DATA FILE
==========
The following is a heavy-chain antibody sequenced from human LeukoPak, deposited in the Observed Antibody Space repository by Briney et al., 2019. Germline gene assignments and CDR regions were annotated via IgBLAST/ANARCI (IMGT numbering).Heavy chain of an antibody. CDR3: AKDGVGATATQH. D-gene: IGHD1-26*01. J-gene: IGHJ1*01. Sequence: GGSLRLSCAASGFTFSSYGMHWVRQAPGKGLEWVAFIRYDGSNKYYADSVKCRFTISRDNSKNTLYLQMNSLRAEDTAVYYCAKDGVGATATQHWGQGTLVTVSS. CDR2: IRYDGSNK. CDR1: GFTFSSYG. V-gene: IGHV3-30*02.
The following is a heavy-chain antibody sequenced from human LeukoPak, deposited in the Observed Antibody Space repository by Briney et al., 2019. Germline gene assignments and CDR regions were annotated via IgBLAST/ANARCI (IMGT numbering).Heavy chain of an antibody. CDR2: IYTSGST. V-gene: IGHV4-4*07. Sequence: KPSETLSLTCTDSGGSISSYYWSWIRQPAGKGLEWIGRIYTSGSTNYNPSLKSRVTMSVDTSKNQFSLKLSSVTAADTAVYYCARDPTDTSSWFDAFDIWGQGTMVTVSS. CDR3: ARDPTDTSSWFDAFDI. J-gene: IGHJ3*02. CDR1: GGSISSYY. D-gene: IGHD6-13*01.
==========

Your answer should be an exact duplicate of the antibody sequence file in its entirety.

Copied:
The following is a heavy-chain antibody sequenced from human LeukoPak, deposited in the Observed Antibody Space repository by Briney et al., 2019. Germline gene assignments and CDR regions were annotated via IgBLAST/ANARCI (IMGT numbering).Heavy chain of an antibody. CDR3: AKDGVGATATQH. D-gene: IGHD1-26*01. J-gene: IGHJ1*01. Sequence: GGSLRLSCAASGFTFSSYGMHWVRQAPGKGLEWVAFIRYDGSNKYYADSVKCRFTISRDNSKNTLYLQMNSLRAEDTAVYYCAKDGVGATATQHWGQGTLVTVSS. CDR2: IRYDGSNK. CDR1: GFTFSSYG. V-gene: IGHV3-30*02.
The following is a heavy-chain antibody sequenced from human LeukoPak, deposited in the Observed Antibody Space repository by Briney et al., 2019. Germline gene assignments and CDR regions were annotated via IgBLAST/ANARCI (IMGT numbering).Heavy chain of an antibody. CDR2: IYTSGST. V-gene: IGHV4-4*07. Sequence: KPSETLSLTCTDSGGSISSYYWSWIRQPAGKGLEWIGRIYTSGSTNYNPSLKSRVTMSVDTSKNQFSLKLSSVTAADTAVYYCARDPTDTSSWFDAFDIWGQGTMVTVSS. CDR3: ARDPTDTSSWFDAFDI. J-gene: IGHJ3*02. CDR1: GGSISSYY. D-gene: IGHD6-13*01.